How do I bring in a Bi/Multicultural approach to Inquiry?
Our research & learning co-ordinator put it in words that made sense. It’s like I have started a puzzle and have filled in the border. That was the easy part. Now I have to fill in the pieces in the middle, which is where the real challenge begins.
It would be very easy to go back to the safety of what I know and muddle through as I have done since the beginning of my career. However, having seen that glimmer of light though, I don’t think I would be doing myself or the profession any justice. I know there is massive hard work to come. I only hope that others take the challenge and also have courage to begin looking at teaching in this way. As we all know, it is much easier to paddle the waka when you are not the only one on the oar!
Thanks for those that have taken the time to read my reflections and rants, and I welcome any ideas or feedback moving forward. Finally, I leave you with a couple of quotes:
“Our whole reason for showing up for school has changed, but infrastructure has stayed behind”
“The less educators try to control what kids learn, the more students’ voices will be heard and, eventually, their ability to drive their own learning.”
It is a privilege to sit and write this reflection. I am the current Head of the Alternative Pathways Department at Southland Boys’ High School. As the name suggests, our department runs a little differently from a traditional mainstream system in that our teachers are with their classes 80% of the school day. We have found at our school there is around 10% of our students who require more time with one teacher rather than the traditional 5-6 teachers in one day.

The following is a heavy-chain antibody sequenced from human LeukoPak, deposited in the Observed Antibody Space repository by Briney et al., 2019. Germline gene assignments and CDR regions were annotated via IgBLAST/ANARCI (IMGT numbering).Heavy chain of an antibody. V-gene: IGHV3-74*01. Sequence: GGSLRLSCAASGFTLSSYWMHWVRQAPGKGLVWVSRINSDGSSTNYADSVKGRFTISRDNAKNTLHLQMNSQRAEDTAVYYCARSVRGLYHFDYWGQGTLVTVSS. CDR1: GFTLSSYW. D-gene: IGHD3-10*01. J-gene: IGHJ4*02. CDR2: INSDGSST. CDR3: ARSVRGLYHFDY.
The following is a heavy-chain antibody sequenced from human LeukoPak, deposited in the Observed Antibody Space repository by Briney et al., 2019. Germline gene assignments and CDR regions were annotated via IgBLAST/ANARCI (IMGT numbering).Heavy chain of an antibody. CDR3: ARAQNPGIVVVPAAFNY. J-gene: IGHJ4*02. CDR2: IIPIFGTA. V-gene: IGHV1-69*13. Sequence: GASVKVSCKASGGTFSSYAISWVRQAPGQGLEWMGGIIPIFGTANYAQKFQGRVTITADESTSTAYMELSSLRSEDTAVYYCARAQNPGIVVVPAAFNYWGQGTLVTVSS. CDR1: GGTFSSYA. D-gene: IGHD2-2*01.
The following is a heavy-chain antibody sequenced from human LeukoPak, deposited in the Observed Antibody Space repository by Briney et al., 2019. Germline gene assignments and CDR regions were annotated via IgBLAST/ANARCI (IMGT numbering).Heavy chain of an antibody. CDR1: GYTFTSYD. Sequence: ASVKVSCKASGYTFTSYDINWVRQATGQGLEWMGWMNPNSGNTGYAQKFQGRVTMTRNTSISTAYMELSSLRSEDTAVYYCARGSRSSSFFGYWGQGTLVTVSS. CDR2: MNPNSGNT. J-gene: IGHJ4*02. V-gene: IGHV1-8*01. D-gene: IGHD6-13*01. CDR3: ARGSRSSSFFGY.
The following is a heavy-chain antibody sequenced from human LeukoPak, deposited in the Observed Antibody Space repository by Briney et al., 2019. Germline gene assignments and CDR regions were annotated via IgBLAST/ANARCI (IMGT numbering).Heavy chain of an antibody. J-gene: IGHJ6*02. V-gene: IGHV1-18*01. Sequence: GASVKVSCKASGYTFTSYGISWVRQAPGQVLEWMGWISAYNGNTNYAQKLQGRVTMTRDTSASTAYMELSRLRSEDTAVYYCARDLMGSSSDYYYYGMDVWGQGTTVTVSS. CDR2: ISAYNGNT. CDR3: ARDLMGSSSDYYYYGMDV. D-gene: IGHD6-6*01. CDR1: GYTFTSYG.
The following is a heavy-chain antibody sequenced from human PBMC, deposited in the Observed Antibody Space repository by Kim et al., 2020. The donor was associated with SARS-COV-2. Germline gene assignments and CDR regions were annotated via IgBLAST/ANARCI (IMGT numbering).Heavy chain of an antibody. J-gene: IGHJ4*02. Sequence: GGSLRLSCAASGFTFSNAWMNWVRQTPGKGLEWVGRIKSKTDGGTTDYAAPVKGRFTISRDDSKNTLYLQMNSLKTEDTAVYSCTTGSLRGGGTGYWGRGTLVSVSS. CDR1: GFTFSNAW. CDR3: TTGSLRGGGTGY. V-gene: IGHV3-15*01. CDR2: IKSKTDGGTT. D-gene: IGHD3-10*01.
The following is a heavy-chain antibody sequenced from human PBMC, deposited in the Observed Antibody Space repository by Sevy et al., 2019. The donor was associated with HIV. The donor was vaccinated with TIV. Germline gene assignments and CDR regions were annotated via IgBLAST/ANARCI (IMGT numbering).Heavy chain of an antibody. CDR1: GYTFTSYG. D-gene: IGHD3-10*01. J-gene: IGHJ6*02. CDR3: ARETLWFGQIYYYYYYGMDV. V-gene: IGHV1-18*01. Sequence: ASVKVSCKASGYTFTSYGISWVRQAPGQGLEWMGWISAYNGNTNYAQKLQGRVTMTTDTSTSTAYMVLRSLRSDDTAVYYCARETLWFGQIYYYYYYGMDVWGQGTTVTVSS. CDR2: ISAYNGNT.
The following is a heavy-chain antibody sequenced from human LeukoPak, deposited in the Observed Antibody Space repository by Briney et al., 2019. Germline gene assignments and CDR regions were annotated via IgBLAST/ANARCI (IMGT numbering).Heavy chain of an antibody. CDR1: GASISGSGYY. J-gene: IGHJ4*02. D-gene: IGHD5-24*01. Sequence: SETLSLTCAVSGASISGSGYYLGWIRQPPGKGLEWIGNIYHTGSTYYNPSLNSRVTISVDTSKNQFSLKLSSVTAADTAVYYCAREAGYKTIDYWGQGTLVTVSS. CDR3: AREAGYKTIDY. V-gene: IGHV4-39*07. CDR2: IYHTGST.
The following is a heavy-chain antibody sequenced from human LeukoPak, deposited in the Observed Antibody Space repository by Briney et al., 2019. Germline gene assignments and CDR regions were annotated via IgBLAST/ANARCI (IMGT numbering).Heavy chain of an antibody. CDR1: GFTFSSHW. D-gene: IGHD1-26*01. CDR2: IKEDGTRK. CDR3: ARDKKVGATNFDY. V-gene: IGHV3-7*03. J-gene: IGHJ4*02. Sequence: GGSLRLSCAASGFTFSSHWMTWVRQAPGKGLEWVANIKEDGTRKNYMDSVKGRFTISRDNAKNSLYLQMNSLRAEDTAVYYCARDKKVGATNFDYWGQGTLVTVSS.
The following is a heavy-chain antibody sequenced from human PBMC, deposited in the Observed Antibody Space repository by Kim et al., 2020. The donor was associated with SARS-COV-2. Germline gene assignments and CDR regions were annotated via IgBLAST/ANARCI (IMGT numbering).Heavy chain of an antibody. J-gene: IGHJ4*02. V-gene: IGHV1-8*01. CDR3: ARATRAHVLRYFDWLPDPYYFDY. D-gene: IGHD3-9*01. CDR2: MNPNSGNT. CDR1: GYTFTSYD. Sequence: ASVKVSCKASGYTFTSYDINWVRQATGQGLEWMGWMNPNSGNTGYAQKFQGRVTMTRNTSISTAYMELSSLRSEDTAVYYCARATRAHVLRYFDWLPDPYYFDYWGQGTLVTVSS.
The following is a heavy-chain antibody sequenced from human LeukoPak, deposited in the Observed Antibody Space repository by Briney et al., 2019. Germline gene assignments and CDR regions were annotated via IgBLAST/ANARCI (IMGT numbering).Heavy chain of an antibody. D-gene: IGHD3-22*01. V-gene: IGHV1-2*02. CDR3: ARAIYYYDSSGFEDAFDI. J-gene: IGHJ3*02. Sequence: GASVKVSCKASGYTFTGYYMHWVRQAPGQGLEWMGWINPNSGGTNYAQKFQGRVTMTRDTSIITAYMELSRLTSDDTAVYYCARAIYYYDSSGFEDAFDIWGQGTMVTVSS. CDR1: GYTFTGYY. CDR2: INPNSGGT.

Our boys are likely to have lower literacy and numeracy levels, they could have home-life issues and some have multiple agency involvement in their out-of-school life, so these boys need a different approach to teaching.
The teachers in our department are a very special breed. They are the kind of teachers you would hope all students could have access to. Earlier in the year Leon assessed his group and decided to run with an inquiry approach in his classroom.
For me, as the head of this department, this has been an excellent step for Alt. Pathways. We know traditional teaching doesn’t work of our boys. We know they need to move more, they need to access all their senses to learn and using an inquiry approach allows this to happen.
I observed the class while Leon led the boys through their first inquiry. They have been engaged, they have been problem-solving, they have been taking their own learning to places that may not have been thought of in a traditional unit plan. The boys have been given the right to develop their own questions and to find the answers. They have discovered there are often no single answers only more questions. In my opinion it has been a very successful journey.